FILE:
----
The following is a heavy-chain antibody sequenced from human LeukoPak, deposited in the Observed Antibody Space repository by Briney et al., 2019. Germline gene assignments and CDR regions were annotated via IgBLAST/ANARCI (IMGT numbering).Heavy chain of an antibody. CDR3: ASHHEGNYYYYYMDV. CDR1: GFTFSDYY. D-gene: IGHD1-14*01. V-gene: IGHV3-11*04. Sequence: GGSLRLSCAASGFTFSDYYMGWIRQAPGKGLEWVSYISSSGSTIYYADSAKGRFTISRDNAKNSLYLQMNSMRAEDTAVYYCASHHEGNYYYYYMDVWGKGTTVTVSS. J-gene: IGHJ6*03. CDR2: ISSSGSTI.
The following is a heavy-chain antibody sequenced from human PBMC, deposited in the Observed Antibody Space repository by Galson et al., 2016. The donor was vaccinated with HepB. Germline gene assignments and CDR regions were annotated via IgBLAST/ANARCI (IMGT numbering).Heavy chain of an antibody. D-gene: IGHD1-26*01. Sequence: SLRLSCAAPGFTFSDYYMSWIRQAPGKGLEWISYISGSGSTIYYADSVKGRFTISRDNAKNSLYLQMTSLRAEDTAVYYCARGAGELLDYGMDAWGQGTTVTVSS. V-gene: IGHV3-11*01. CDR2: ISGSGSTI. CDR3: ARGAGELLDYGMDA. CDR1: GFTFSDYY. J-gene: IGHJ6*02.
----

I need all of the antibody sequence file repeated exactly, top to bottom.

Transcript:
The following is a heavy-chain antibody sequenced from human LeukoPak, deposited in the Observed Antibody Space repository by Briney et al., 2019. Germline gene assignments and CDR regions were annotated via IgBLAST/ANARCI (IMGT numbering).Heavy chain of an antibody. CDR3: ASHHEGNYYYYYMDV. CDR1: GFTFSDYY. D-gene: IGHD1-14*01. V-gene: IGHV3-11*04. Sequence: GGSLRLSCAASGFTFSDYYMGWIRQAPGKGLEWVSYISSSGSTIYYADSAKGRFTISRDNAKNSLYLQMNSMRAEDTAVYYCASHHEGNYYYYYMDVWGKGTTVTVSS. J-gene: IGHJ6*03. CDR2: ISSSGSTI.
The following is a heavy-chain antibody sequenced from human PBMC, deposited in the Observed Antibody Space repository by Galson et al., 2016. The donor was vaccinated with HepB. Germline gene assignments and CDR regions were annotated via IgBLAST/ANARCI (IMGT numbering).Heavy chain of an antibody. D-gene: IGHD1-26*01. Sequence: SLRLSCAAPGFTFSDYYMSWIRQAPGKGLEWISYISGSGSTIYYADSVKGRFTISRDNAKNSLYLQMTSLRAEDTAVYYCARGAGELLDYGMDAWGQGTTVTVSS. V-gene: IGHV3-11*01. CDR2: ISGSGSTI. CDR3: ARGAGELLDYGMDA. CDR1: GFTFSDYY. J-gene: IGHJ6*02.